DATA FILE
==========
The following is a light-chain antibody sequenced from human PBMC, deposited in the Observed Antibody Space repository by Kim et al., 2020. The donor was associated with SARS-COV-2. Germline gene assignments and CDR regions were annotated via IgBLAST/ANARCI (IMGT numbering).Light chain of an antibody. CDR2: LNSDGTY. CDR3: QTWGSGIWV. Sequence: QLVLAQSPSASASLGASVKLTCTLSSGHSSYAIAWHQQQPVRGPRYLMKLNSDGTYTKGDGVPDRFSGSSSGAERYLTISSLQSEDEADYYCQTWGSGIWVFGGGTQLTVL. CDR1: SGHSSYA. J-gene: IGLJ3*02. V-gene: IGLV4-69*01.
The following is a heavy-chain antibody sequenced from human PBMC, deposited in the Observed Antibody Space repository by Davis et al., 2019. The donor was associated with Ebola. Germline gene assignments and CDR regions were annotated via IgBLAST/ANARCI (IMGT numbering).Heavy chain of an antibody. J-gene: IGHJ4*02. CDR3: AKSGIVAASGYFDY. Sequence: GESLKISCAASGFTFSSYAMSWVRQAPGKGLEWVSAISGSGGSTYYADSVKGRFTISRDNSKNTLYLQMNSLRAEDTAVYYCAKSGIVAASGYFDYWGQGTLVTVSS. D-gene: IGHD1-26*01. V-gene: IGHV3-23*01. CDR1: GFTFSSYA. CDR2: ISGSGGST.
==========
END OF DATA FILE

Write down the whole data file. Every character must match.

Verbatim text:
The following is a light-chain antibody sequenced from human PBMC, deposited in the Observed Antibody Space repository by Kim et al., 2020. The donor was associated with SARS-COV-2. Germline gene assignments and CDR regions were annotated via IgBLAST/ANARCI (IMGT numbering).Light chain of an antibody. CDR2: LNSDGTY. CDR3: QTWGSGIWV. Sequence: QLVLAQSPSASASLGASVKLTCTLSSGHSSYAIAWHQQQPVRGPRYLMKLNSDGTYTKGDGVPDRFSGSSSGAERYLTISSLQSEDEADYYCQTWGSGIWVFGGGTQLTVL. CDR1: SGHSSYA. J-gene: IGLJ3*02. V-gene: IGLV4-69*01.
The following is a heavy-chain antibody sequenced from human PBMC, deposited in the Observed Antibody Space repository by Davis et al., 2019. The donor was associated with Ebola. Germline gene assignments and CDR regions were annotated via IgBLAST/ANARCI (IMGT numbering).Heavy chain of an antibody. J-gene: IGHJ4*02. CDR3: AKSGIVAASGYFDY. Sequence: GESLKISCAASGFTFSSYAMSWVRQAPGKGLEWVSAISGSGGSTYYADSVKGRFTISRDNSKNTLYLQMNSLRAEDTAVYYCAKSGIVAASGYFDYWGQGTLVTVSS. D-gene: IGHD1-26*01. V-gene: IGHV3-23*01. CDR1: GFTFSSYA. CDR2: ISGSGGST.